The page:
Smart grids are the future of the world’s energy supply, especially as production becomes more decentralized and dependent on variable sources, such as solar and wind energy. The current system basically works as designed by Thomas Alva Edison by distributing electricity from few central power plants to millions of users. As the amount of suppliers and their variability increases, so does the need for intelligent control of the demand.
For example, electric cars, which will use considerably more power than a residential household, should be charged when there is extra energy available—and then return energy to the grid when it is needed. Electric water heaters and refrigerators can be turned on and off to mitigate spikes in the supply without any impact to the owner.
Many in the energy industry see moving toward a smart grid as a successful business venture (even more so than Internet infrastructure), so it’s no wonder that so many experiments have been announced.
What sets the Japanese project apart is the depth to which the functionality is developed. This will be potentially one of the most highly engineered smart grids in the world, and it will be the only one inside an island grid. It will also help to define the understanding of what a smart grid is, which has often been used as a catch-all phrase.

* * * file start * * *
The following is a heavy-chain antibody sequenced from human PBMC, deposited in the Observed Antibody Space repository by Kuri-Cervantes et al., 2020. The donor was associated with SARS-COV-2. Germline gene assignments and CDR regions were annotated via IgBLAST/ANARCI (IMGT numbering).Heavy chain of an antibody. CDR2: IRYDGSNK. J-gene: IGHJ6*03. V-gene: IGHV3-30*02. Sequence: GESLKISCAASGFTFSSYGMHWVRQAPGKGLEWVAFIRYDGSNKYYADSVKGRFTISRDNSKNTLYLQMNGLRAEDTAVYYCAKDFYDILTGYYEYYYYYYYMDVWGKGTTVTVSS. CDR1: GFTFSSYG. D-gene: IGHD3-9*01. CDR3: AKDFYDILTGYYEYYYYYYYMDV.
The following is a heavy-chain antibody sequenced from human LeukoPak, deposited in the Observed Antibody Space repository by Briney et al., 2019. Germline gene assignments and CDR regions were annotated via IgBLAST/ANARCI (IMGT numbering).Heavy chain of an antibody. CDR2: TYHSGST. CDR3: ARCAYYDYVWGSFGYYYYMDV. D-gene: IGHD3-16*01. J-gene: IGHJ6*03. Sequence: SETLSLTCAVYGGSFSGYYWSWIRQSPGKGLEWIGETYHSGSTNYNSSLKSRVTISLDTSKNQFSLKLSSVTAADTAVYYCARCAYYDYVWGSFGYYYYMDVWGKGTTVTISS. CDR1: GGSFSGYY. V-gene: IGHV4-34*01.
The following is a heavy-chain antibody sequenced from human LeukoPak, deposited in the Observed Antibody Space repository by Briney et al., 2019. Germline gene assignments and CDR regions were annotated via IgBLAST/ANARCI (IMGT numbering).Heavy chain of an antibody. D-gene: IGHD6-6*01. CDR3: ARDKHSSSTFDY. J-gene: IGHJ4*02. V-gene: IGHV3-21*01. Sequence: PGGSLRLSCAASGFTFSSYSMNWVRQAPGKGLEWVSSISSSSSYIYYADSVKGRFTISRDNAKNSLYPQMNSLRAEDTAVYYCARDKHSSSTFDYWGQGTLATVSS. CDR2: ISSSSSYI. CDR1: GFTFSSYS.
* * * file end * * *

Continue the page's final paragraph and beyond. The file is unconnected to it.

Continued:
An initial study is underway, which is expected to be completed sometime this year. The project itself should conclude by 2015. It has four primary areas, including:
1. The integration of electric vehicles and their charging stations into the existing grid with the goal to make the grid more stable. A number of charging stations with different technologies will be installed and centrally monitored. Several stationary batteries will also be installed to simulate the effect that a larger amount of electric vehicles will have in the near future;
2. Control of power demand at the substation level inside the Kīhei region, which will stabilize the grid, especially under the influence of photovoltaic systems and electric cars;
3. Stabilization of power at the low-voltage transformer level, using micro demand management systems;
4. A comprehensive evaluation of this project (and other smart grid experiments), especially as they relate to island grids and an analysis of the vulnerability of smart grids to hackers.